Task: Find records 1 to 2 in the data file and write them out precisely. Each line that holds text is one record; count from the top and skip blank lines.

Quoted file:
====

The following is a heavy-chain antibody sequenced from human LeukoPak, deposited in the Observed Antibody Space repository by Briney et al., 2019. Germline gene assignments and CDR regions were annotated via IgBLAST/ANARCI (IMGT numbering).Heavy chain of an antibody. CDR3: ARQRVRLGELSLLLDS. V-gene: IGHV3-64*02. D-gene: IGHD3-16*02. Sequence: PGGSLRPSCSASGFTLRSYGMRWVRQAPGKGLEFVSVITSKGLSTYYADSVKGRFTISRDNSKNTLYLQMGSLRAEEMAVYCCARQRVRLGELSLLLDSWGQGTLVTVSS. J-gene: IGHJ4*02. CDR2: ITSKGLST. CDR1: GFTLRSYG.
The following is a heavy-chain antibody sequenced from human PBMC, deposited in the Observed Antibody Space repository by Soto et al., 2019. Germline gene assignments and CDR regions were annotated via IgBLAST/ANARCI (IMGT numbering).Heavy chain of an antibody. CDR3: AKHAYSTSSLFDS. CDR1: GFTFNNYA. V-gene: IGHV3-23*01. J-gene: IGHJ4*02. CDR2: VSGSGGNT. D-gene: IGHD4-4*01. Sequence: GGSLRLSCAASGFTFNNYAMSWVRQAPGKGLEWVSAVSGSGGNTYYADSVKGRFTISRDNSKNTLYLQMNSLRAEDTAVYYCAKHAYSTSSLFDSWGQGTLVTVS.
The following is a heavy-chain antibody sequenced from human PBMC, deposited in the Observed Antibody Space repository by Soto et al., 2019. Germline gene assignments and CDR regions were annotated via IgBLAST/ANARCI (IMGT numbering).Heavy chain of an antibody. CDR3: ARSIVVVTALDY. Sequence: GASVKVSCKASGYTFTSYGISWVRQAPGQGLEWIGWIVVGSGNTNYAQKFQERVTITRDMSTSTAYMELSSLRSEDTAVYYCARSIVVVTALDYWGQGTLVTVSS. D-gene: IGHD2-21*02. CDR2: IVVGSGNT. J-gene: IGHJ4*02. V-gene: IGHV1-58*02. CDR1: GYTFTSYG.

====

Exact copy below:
The following is a heavy-chain antibody sequenced from human LeukoPak, deposited in the Observed Antibody Space repository by Briney et al., 2019. Germline gene assignments and CDR regions were annotated via IgBLAST/ANARCI (IMGT numbering).Heavy chain of an antibody. CDR3: ARQRVRLGELSLLLDS. V-gene: IGHV3-64*02. D-gene: IGHD3-16*02. Sequence: PGGSLRPSCSASGFTLRSYGMRWVRQAPGKGLEFVSVITSKGLSTYYADSVKGRFTISRDNSKNTLYLQMGSLRAEEMAVYCCARQRVRLGELSLLLDSWGQGTLVTVSS. J-gene: IGHJ4*02. CDR2: ITSKGLST. CDR1: GFTLRSYG.
The following is a heavy-chain antibody sequenced from human PBMC, deposited in the Observed Antibody Space repository by Soto et al., 2019. Germline gene assignments and CDR regions were annotated via IgBLAST/ANARCI (IMGT numbering).Heavy chain of an antibody. CDR3: AKHAYSTSSLFDS. CDR1: GFTFNNYA. V-gene: IGHV3-23*01. J-gene: IGHJ4*02. CDR2: VSGSGGNT. D-gene: IGHD4-4*01. Sequence: GGSLRLSCAASGFTFNNYAMSWVRQAPGKGLEWVSAVSGSGGNTYYADSVKGRFTISRDNSKNTLYLQMNSLRAEDTAVYYCAKHAYSTSSLFDSWGQGTLVTVS.